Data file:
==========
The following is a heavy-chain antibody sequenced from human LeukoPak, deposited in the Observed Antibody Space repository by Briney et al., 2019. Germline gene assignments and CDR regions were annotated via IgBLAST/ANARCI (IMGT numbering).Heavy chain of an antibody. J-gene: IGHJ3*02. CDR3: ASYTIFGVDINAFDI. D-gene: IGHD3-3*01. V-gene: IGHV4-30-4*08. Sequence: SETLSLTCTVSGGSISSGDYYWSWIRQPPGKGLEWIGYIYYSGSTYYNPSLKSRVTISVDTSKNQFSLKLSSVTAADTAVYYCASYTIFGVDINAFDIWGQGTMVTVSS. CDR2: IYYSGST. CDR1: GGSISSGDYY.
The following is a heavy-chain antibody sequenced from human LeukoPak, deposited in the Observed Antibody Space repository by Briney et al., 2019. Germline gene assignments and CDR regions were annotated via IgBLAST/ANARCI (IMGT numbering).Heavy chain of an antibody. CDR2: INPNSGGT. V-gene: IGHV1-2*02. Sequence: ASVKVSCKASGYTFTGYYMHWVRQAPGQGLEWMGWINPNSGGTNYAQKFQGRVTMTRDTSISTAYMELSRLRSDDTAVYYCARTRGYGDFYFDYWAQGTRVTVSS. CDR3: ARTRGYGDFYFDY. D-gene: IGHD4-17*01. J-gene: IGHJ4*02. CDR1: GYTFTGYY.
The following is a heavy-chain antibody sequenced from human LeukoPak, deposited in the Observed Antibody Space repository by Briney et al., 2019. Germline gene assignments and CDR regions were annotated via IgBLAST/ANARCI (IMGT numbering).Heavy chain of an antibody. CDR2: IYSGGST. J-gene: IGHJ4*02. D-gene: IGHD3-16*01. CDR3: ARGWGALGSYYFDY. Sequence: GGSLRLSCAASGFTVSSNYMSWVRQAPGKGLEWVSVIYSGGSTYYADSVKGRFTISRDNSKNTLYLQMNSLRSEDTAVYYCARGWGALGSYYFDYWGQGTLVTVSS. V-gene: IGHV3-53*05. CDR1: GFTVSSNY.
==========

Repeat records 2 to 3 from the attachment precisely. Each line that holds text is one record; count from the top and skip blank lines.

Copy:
The following is a heavy-chain antibody sequenced from human LeukoPak, deposited in the Observed Antibody Space repository by Briney et al., 2019. Germline gene assignments and CDR regions were annotated via IgBLAST/ANARCI (IMGT numbering).Heavy chain of an antibody. CDR2: INPNSGGT. V-gene: IGHV1-2*02. Sequence: ASVKVSCKASGYTFTGYYMHWVRQAPGQGLEWMGWINPNSGGTNYAQKFQGRVTMTRDTSISTAYMELSRLRSDDTAVYYCARTRGYGDFYFDYWAQGTRVTVSS. CDR3: ARTRGYGDFYFDY. D-gene: IGHD4-17*01. J-gene: IGHJ4*02. CDR1: GYTFTGYY.
The following is a heavy-chain antibody sequenced from human LeukoPak, deposited in the Observed Antibody Space repository by Briney et al., 2019. Germline gene assignments and CDR regions were annotated via IgBLAST/ANARCI (IMGT numbering).Heavy chain of an antibody. CDR2: IYSGGST. J-gene: IGHJ4*02. D-gene: IGHD3-16*01. CDR3: ARGWGALGSYYFDY. Sequence: GGSLRLSCAASGFTVSSNYMSWVRQAPGKGLEWVSVIYSGGSTYYADSVKGRFTISRDNSKNTLYLQMNSLRSEDTAVYYCARGWGALGSYYFDYWGQGTLVTVSS. V-gene: IGHV3-53*05. CDR1: GFTVSSNY.